Recently, a good friend of mine and I have been up, talking late into the night about everything from coffee to the ugliest scars on our hearts. Maybe it's been a little irresponsible of us, as we're supposed to be adults now, going to our 9-5's (okay, 8:30-4:30 on his part, 9:30-4:30 on mine [for now], but you get the idea), and not staying up until 3am every night, but, as I'm trying to teach The Girls, sometimes, what society tells you to do isn't the most right option. Let me explain why I think that is for this specific case.
I don't know if you've ever stayed up past the point of the second wind, past the point of delirium, all the way until the point of utter openness, but I'm going to work from the assumption that you haven't, as my high school English teachers taught me to do on my essays, so scroll on down if you already know what I'm talking about. Everyone else, this is for you. Anymore, my friend shows up around 8:30 or 9:30 at night, and, usually, neither of us have eaten (because we both apparently picked up European eating habits during our stints in Germany), so I'll start making some food; he'll generally start cleaning. Neither of these tasks require too much brain power, so it really lends itself to opening a conversation. So we talk. And we eat. And we laugh. Maybe we'll watch a movie. Maybe he'll help answer some of my questions about TESOL. Then, one of us will do something that's not funny at all, but it will get the other one (okay... me) laughing uncontrollably, which will get the other laughing uncontrollably, until we're both laying on the floor, staring at the ceiling, contemplating how to get the dust out of my overhead light.
Unavoidably, at this point, something will sneak up out of nowhere - this force I can't explain - and one of us will say, "Can I ask you a weird question?" And then the openness has arrived. So, the other will say, "Sure," and the conversation proceeds as if we're not baring our souls to each other, telling the other things that we're not even sure we've told ourselves yet. Our most recent encounter with this stage has left my mind reeling for the past couple of days. I've churned it over and over, knowing that he's Biblically correct, but unable to get any kind of firm grip on the topic, because, as our eyes met, and the word "Sure" tumbled over my lips, he asked me,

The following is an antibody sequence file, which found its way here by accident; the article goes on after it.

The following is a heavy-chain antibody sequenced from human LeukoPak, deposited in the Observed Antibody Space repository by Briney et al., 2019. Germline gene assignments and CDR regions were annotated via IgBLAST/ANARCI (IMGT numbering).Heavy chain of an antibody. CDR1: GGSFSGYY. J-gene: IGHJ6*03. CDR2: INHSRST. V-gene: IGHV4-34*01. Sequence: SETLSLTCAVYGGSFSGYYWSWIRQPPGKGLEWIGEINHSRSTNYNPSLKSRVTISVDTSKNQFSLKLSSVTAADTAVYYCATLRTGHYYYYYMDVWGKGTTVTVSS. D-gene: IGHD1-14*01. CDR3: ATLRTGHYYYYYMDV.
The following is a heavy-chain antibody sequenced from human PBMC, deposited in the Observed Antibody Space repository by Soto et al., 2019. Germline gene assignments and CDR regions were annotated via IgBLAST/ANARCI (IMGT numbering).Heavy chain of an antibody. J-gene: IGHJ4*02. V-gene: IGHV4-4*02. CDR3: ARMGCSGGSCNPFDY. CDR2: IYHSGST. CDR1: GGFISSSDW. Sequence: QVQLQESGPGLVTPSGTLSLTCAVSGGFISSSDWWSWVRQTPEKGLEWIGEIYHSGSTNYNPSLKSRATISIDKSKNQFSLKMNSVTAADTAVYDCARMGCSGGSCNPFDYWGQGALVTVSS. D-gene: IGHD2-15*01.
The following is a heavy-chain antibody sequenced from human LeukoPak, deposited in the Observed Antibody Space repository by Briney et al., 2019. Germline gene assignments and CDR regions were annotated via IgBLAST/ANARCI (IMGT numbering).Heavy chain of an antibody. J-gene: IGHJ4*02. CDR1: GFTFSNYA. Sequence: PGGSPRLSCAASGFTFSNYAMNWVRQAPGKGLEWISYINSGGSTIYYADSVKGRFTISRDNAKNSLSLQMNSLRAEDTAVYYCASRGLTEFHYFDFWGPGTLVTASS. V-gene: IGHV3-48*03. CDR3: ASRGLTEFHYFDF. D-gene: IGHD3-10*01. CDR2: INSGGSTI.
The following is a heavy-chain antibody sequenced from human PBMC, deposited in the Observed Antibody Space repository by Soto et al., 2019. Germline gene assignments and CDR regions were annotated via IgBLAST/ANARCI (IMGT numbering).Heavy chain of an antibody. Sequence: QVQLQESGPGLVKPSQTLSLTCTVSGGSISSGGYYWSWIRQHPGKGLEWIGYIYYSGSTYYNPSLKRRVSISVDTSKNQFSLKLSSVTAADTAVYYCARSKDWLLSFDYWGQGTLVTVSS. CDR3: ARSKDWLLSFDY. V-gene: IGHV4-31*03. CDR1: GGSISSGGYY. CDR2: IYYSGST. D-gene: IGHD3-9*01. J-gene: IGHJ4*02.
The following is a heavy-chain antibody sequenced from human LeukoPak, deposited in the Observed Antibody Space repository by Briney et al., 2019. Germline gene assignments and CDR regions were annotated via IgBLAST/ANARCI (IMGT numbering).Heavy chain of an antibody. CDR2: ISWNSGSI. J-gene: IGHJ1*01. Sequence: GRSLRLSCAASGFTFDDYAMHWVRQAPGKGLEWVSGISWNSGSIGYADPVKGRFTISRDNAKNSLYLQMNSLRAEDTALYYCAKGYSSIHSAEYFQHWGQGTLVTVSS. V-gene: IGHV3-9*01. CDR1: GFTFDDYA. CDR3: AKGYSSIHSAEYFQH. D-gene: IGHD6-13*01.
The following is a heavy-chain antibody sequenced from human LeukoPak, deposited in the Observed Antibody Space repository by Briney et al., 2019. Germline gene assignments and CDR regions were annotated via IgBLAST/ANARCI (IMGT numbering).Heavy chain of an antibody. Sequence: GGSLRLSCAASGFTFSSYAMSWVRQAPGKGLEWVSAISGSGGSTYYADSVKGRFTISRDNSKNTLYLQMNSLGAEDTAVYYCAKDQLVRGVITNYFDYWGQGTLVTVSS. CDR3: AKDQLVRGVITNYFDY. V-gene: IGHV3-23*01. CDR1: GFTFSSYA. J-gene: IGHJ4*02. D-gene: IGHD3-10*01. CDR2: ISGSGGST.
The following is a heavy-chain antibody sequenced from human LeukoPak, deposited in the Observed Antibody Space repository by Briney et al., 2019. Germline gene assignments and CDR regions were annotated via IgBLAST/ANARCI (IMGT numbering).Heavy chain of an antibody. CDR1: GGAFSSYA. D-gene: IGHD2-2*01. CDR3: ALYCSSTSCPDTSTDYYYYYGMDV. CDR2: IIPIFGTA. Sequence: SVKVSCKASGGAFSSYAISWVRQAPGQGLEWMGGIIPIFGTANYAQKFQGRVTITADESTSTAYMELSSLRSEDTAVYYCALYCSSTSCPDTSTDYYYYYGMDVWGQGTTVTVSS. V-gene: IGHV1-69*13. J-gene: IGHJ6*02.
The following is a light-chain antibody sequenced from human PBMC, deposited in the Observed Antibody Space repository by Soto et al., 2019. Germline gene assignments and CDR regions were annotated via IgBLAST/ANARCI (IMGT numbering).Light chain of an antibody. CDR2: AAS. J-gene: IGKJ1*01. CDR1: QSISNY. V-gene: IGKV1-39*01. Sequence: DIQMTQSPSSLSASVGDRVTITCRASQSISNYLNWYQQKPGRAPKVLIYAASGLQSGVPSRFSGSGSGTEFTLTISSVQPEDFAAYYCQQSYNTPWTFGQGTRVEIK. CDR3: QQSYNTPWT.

"Do you think you're beautiful?"
"No; not at all."
"I thought so. It shows in the way you relate to everyone around you. I'm sure it won't mean much, coming from me, but I want you to know, I think you're a beautiful person."
I was stunned. Absolutely stunned. There was so much to contemplate there in the possible literal meanings of the phrase that it really just took me this long to make linguistic sense of it all. But, as I listened to Matt Maher's Empty and Beautiful album tonight (the title track, specifically), it all seemed to click into place. I could handle admitting that the areas of G-d in me are beautiful. This is no problem for me to say. What else would they be? As I returned to these thoughts, while wrapping down for the night, the opening lines to the song caught me:
My past won't stop haunting me.
In this prison there's a fight between
Who I am and who I used to be.
And then I remembered: For me, it's very much who I USED TO BE. Because, like I've said, If not for G-d, I am dead. It follows that those things within me that are separate from G-d must be dead. All that is in me and makes me must be held extremely close to G-d, and, being that close, it cannot fail to reflect Him. Just look at the story of Moses on Mount Sinai. Therefore, I MUST be beautiful.
I'm not sure how this conclusion does much for me, other than clearing my head of one more lie that I've been sucked into, but I feel secure in knowing it, which seems like a good enough reason for me. There are a lot of implications that I could go into about it, but, at this point, it is 2:06am, and I have my first TESOL presentation tomorrow, so I really should get some sleep.
Remember to be dead, my friends.